Acting as a bridge between Suicidal Tendencies and Kamasi Washington, blur-limbed transformer Thundercat, born Stephen Bruner, has been colouring inside the lines of the visions of others – casting tempo-shuffling psych-jazz spells on-cue and indelibly shaping some of the most important works of the decade. However, influenced by the encouragement of twin jazz-head Flying Lotus, Bruner has quietly been crafting his own works, and with his latest 23-track acid-eater, Drunk, comes his most confident artistic statement. Sequin-covered and earthbound, Bruner tentatively takes to the stage, and although the evening promised a presentation of Thundercat’s intoxicated epic, the Los Angeles-born prodigy delivers a spliced, 12-faced monster – bleeding-out his upside-down interior world all over Manchester’s Albert Hall and into one near-uninterrupted, world-exiting voyage.

“Can I just stay one more day?” asks Bruner on journeying 8-bit dream ‘Tokyo’, where ‘Them Changes’ highlights the anime-overlord’s ability to focus his unspeakable talents into ultra-satisfying, air-tight pop. Although an explorative set tonally – darting from substance-drowned heartache to portents of post-death bliss in an effortless balance between the dramatic and the absurd, the musical excursions that flank shape and form truly colour the evening and grant the audience a disorientating insight into Bruner’s far-stretching imagination.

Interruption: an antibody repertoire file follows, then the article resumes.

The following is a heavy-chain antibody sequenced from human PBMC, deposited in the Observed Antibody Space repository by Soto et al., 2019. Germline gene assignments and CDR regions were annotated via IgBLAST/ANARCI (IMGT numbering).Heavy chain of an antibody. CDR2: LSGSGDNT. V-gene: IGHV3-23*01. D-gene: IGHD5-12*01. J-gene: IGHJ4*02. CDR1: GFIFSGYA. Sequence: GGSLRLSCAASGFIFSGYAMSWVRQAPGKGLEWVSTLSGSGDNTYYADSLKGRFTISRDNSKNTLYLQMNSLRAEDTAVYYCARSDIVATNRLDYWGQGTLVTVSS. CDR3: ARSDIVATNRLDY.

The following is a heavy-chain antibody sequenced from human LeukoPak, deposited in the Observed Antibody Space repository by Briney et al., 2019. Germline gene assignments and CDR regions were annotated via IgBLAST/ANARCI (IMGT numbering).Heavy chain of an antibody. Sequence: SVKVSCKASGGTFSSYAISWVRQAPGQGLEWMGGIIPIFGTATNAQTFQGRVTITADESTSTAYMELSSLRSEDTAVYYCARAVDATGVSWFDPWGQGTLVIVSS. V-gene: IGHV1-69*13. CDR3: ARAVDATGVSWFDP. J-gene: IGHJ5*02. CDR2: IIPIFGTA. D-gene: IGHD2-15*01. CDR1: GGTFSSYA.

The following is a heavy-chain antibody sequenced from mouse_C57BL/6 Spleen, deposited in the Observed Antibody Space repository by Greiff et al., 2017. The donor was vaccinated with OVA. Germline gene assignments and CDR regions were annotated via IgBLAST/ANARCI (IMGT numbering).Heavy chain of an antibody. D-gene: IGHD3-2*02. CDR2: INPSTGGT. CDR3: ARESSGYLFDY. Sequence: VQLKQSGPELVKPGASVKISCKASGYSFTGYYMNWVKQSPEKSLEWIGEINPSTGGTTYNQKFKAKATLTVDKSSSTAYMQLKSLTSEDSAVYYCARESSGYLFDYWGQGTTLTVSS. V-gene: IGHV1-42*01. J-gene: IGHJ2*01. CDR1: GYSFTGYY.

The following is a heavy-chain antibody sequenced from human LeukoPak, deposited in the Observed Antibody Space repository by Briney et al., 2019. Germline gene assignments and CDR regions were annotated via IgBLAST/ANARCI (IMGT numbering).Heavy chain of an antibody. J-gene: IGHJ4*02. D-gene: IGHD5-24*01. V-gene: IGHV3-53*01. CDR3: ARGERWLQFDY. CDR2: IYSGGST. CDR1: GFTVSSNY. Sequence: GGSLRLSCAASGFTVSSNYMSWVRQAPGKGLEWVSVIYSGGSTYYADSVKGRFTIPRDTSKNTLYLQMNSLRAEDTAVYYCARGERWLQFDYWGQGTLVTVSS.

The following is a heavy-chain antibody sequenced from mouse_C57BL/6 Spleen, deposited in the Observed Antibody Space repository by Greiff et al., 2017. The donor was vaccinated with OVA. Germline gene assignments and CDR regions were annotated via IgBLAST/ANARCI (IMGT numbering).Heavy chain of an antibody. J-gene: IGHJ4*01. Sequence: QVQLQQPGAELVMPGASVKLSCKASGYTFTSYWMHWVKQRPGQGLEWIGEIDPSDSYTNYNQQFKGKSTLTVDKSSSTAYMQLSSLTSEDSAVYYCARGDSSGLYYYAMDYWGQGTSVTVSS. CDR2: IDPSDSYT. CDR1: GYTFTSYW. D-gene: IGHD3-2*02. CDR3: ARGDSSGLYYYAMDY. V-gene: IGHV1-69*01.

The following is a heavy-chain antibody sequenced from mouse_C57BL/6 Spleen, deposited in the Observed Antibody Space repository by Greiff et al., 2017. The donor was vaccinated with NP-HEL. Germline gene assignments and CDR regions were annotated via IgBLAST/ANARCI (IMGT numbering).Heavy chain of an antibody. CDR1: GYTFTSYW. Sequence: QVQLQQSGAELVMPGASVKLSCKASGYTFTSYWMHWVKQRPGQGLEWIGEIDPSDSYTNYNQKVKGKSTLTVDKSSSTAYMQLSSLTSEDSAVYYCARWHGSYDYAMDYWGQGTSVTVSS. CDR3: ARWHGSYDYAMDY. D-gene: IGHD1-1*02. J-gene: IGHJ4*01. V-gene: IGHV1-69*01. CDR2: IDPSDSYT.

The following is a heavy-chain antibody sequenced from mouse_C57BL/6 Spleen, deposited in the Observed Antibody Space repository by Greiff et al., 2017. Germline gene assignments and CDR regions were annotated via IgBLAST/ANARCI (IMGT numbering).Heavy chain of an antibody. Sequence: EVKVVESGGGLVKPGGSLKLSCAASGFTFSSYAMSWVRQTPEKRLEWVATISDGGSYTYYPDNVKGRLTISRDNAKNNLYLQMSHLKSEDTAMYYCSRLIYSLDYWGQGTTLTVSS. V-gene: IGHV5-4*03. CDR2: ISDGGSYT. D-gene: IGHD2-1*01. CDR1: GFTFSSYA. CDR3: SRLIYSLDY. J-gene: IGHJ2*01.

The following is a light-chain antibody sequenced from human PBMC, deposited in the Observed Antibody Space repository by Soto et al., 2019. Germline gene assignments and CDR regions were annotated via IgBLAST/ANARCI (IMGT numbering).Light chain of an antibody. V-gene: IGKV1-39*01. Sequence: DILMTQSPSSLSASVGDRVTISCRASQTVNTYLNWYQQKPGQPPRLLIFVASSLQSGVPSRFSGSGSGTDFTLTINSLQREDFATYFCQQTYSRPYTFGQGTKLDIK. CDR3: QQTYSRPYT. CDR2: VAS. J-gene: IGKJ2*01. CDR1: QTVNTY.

Hidden behind a wall of synthesisers, the unlikely duo of keyboardist Dennis Hamm and violinist Miguel Atwood-Ferguson keep the peace between a battling rhythm section – speaking in rabid, wild tongues and trading ideas with a hyper-elastic ferocity before the maddeningly surreal ‘A Fan’s Mail (Tron Song Suite II)’ invites a respectful audience to imagine what it is to be feline, with Bruner leading a chorus of meows – romanticising a carelessness that now seems somewhat unreachable under heavy political weather.

Deep telepathy anchors the master quartet, as they force time to stretch to their will – sacrificing the attention of the audience to tour subconscious musical wormholes, but ‘The Turn Down’ eventually acts as a sobering antidote to the psyche-swimming set, and sees Thundercat wonder if “everything we do is weak” – addressing the flailing nature of humanity, and maybe the thoughts that influence his own desire to reach dizzying heights as a musician, but Bruner perfectly surmises the evening in one of the few instances he steps out of his cosmic-bubble and understatedly addresses the audience: “Tight.”

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James Musker

Music Journalism student and lover of all things sensory and cosmic.